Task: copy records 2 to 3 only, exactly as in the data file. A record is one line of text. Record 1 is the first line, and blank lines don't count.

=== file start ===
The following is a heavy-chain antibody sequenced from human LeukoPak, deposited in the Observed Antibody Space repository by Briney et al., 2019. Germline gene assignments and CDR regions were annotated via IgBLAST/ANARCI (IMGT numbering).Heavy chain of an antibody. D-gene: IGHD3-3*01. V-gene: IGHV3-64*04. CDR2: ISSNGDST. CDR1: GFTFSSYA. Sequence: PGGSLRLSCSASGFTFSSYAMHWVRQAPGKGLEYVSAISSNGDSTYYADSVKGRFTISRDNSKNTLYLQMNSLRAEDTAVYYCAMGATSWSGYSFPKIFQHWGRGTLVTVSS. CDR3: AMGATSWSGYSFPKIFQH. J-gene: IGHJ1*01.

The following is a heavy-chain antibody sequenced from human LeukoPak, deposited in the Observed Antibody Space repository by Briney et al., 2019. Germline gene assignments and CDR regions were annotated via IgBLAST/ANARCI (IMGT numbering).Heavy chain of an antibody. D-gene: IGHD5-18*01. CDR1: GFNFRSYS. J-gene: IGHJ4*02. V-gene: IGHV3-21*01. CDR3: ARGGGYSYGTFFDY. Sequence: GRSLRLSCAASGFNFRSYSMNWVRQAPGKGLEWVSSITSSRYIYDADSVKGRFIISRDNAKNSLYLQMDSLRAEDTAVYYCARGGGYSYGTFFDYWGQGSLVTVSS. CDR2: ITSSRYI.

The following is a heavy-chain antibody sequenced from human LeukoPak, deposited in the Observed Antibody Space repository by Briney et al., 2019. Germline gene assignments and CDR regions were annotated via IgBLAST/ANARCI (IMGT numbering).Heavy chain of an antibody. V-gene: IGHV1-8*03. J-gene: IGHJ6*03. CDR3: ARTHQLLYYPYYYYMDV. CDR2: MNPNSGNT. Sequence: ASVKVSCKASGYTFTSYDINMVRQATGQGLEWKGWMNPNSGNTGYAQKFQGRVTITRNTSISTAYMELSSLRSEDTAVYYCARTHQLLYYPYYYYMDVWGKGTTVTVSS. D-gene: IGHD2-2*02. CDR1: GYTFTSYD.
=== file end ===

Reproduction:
The following is a heavy-chain antibody sequenced from human LeukoPak, deposited in the Observed Antibody Space repository by Briney et al., 2019. Germline gene assignments and CDR regions were annotated via IgBLAST/ANARCI (IMGT numbering).Heavy chain of an antibody. D-gene: IGHD5-18*01. CDR1: GFNFRSYS. J-gene: IGHJ4*02. V-gene: IGHV3-21*01. CDR3: ARGGGYSYGTFFDY. Sequence: GRSLRLSCAASGFNFRSYSMNWVRQAPGKGLEWVSSITSSRYIYDADSVKGRFIISRDNAKNSLYLQMDSLRAEDTAVYYCARGGGYSYGTFFDYWGQGSLVTVSS. CDR2: ITSSRYI.

The following is a heavy-chain antibody sequenced from human LeukoPak, deposited in the Observed Antibody Space repository by Briney et al., 2019. Germline gene assignments and CDR regions were annotated via IgBLAST/ANARCI (IMGT numbering).Heavy chain of an antibody. V-gene: IGHV1-8*03. J-gene: IGHJ6*03. CDR3: ARTHQLLYYPYYYYMDV. CDR2: MNPNSGNT. Sequence: ASVKVSCKASGYTFTSYDINMVRQATGQGLEWKGWMNPNSGNTGYAQKFQGRVTITRNTSISTAYMELSSLRSEDTAVYYCARTHQLLYYPYYYYMDVWGKGTTVTVSS. D-gene: IGHD2-2*02. CDR1: GYTFTSYD.